The Reserve Bank of India (RBI) earned a return of 0.80 per cent return — the lowest in the last 15 years — on its huge foreign currency assets of Rs 23,68,683 crore invested in various securities, other central banks and commercial banks abroad during the 12-month period ended June 2017. The income from foreign sources fell by 35.27 per cent from Rs 28,713 crore in 2015-16 to Rs 18,586 crore in 2016-17 mainly on account of the appreciation of the rupee and reduced premium income on the swaps that are in the nature of repo, the RBI said in its Annual Report for 2016-17.
“The rate of earnings on foreign currency assets was lower at 0.80 per cent in 2016-17 as compared with 1.29 per cent in 2015-16,” it said. Foreign currency assets rose from Rs 23,06,376 crore in June 2016 to Rs 23,68,683 crore in June 2017, a rise of Rs 62,307 crore or 2.70 per cent.
In fact, return on foreign currency assets has been declining progressively because of the sharp fall in interest rates across the world after the financial crisis. The rate of earnings on foreign currency assets and gold, after accounting for depreciation, was 4.82 per cent in July 2007-June 2008 period. The rate decreased to 4.16 per cent in July 2008-June 2009 and then slumped to 2.09 in July 2009 to June 2010 reflecting the generally low global interest rate environment. Currently, almost 66 per cent is invested in securities abroad, 27 per cent as deposits with other central banks, BIS and IMF and over six percent deposits with the overseas branches of commercial banks.
The highest return in the last 15 years was 4.82 per cent in the 12 months ended June 2008.
During the UPA government regime, Planning Commission deputy chairman Montek Singh Ahluwalia had proposed using the country’s forex reserves for financing infrastructure development. Opposing the idea, the RBI contended that if reserves were used to fund infrastructure then the amount available as reserves would be reduced, compromising considerations of safety and liquidity. The RBI’s stand ultimately proved correct as a major chunk of the infrastructure loans became non-performing assets (NPAs) in subsequent years.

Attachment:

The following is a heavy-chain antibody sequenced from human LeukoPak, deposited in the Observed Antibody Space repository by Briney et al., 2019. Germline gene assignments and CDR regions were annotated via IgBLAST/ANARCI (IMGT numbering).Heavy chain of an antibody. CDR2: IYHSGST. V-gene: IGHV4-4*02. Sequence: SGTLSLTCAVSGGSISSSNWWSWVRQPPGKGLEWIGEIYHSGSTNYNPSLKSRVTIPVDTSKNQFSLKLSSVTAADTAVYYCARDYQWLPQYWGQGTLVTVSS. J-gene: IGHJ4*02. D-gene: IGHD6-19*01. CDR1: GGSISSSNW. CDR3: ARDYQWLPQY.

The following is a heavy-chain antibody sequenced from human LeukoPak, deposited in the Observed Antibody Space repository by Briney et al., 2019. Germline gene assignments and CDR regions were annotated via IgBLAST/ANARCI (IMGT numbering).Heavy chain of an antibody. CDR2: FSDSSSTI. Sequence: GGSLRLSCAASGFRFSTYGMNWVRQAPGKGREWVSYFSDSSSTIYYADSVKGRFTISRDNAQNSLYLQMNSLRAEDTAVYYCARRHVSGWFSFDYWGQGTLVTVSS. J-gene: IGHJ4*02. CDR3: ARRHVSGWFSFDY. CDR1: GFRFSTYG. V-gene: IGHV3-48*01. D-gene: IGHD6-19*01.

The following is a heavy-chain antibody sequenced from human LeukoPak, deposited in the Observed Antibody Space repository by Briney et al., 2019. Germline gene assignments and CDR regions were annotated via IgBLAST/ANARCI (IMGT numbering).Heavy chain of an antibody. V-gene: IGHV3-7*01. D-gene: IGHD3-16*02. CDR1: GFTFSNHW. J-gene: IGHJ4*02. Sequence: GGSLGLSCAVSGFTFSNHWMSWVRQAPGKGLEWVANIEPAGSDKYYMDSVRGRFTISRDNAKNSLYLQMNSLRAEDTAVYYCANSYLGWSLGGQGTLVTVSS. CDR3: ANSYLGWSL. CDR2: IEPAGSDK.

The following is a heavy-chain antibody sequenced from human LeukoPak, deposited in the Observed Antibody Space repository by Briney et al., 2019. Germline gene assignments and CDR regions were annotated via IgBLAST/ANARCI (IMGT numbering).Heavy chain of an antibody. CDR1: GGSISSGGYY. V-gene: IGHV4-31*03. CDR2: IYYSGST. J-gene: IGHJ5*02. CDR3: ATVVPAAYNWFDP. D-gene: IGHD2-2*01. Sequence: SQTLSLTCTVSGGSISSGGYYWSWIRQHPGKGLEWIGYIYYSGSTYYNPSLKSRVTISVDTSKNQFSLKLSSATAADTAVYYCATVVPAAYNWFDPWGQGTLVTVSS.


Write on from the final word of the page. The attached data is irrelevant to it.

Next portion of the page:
According to the RBI, the major sources of market risk for central banks are currency risk, interest rate risk and movement in gold prices. Gains/losses on valuation of foreign currency assets and gold due to movements in the exchange rates and/or price of gold are booked under a balance sheet head named the Currency and Gold Revaluation Account (CGRA). The balances in CGRA provide a buffer against exchange rate/gold price fluctuations which in recent times have shown sharp volatility. Foreign dated securities are valued at market prices prevailing on the last business day of each month and the appreciation/depreciation is transferred to the Investment Revaluation Account (IRA). The balance in IRA is meant to provide cushion against changes in the security prices over the holding period.
The RBI holds 557.77 metric tonnes of gold, of which 292.28 metric tonnes is held as backing for notes issued and shown separately as an asset of Issue Department. The balance 265.49 metric tonnes is treated as an asset of Banking Department. The value of gold held as asset of Banking Department decreased by 5.32 per cent from Rs 66,223 crore as on June 30, 2016 to Rs 62,702 crore as on June 30, 2017 primarily on account of decline in international gold prices and appreciation of the rupee against the dollar, the Annual Report said.
The accretion to forex reserves during the entire reform period from 1991 has been facilitated by an increase in net foreign direct investment and foreign portfolio investment in the capital market, which was thrown open during the 1991-1993 period.